It’s wonderful to think of all the travel, rounds of golf, and restaurant dinners you’ll have ahead of you while you’re planning for retirement. You’ve worked hard for it!
In the United States, most forms of retirement income are taxed. Unless you reside in one of the nine states without a traditional income tax — Alaska, Florida, Nevada, New Hampshire, South Dakota, Tennessee, Texas, Washington, and Wyoming — you may anticipate your home state to tax you in retirement on top of homeownership costs.
Consider the federal income taxes you’ll most likely pay on four major types of retirement income.
Investments Held for over a Year are Taxed at Preferential Rates
Short-term capital gains are defined as investments held for one year or less. Gains made in the short term are taxed at ordinary income rates. Long-term capital returns, on the other hand, are taxed at a rate of 0%, 15%, or 20%, depending on the level of income.
Your Social Security Benefit Can Be Taxed
Social Security pay-outs were formerly tax-free for everybody — but that fairytale came to an end in 1983. The benefits of many Social Security claimants are still tax-free. Others, however, may have to pay federal income tax on up to 85 percent of their benefits, depending on their “provisional income.” Start with your adjusted gross income and add half of your Social Security payments and all your tax-exempt interest to get your provisional income.
Social Security payments are tax-free if your provisional income is less than USD 25,000 (USD 32,000 for married couples filing jointly). Up to 50% of your benefits are taxed if your provisional income is between USD 25,000 and USD 34,000 (USD 32,000 and USD 44,000 for joint filers). If your provisional income exceeds USD 34,000 (USD 44,000 for joint filers), up to 85% of your benefits may be subject to taxation.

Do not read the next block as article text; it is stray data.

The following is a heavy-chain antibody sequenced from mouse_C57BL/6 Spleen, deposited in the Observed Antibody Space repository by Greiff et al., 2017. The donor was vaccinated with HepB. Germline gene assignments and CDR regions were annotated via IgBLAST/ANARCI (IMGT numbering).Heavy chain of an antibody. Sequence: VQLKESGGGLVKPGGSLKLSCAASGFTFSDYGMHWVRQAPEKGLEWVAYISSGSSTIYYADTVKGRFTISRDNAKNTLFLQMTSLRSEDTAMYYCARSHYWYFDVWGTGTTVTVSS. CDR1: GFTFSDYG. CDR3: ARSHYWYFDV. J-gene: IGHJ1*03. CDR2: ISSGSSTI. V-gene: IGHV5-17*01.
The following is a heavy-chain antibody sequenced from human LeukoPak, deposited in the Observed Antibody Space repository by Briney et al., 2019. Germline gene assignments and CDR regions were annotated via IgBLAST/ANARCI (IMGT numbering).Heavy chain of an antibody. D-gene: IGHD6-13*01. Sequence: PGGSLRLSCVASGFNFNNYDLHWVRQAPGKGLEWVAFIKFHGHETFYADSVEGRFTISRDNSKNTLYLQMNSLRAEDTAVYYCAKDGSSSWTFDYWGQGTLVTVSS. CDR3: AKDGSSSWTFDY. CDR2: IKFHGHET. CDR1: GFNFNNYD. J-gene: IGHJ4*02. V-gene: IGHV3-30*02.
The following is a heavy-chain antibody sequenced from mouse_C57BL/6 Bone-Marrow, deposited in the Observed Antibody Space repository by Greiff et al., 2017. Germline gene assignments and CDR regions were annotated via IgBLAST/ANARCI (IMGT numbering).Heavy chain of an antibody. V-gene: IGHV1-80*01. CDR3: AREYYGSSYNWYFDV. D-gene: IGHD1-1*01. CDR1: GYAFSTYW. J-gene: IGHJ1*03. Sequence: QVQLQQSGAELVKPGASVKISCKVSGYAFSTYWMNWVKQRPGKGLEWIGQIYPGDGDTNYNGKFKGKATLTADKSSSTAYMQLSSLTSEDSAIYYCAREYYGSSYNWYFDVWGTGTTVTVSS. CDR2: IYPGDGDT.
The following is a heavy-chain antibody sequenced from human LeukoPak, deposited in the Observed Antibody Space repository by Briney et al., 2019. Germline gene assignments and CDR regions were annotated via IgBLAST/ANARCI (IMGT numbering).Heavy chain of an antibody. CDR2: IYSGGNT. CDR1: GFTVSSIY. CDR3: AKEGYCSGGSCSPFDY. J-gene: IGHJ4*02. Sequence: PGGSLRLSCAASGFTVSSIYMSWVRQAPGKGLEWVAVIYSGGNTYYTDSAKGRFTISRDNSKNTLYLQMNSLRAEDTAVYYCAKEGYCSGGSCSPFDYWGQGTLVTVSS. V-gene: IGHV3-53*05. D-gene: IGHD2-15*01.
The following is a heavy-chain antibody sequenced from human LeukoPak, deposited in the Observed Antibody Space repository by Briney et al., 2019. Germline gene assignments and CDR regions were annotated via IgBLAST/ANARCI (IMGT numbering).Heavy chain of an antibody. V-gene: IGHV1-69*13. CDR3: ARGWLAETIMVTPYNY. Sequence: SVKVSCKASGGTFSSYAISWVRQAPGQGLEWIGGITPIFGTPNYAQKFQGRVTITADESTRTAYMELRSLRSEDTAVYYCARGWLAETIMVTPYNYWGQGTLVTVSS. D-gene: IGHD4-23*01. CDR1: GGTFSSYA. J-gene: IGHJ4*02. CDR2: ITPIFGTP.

The IRS has a useful online tool that can help you determine whether your benefits are taxable.
Retirement Account Distributions
For holders of conventional IRAs and 401(k) plans, required minimum distributions (RMDs) begin at the age of 72. (k). People who work over the age of 72 can postpone drawing RMDs from their current employer’s 401(k) until they retire, as long as they don’t control more than 5% of the firm.
Your regular income tax rate would apply to withdrawals from traditional IRAs and 401(k)s.
The amount of an annuity payment that reflects your principal is tax-free; the remainder is taxable if you bought one to provide income in retirement. For example, if you paid $150,000 for an annuity that is now worth $225,000 after ten years, you would only pay tax on the $75,000 generated interest. The insurance firm that sold you the annuity is supposed to inform you of the taxable portion of the annuity.
If you acquired the annuity with pretax money, the restrictions are different (such as from a traditional IRA). If this is the case, your whole amount will be taxed as ordinary income. Also keep in mind that any taxes you owe on the annuity will be paid at your regular income tax rate, not the lower capital gains rate.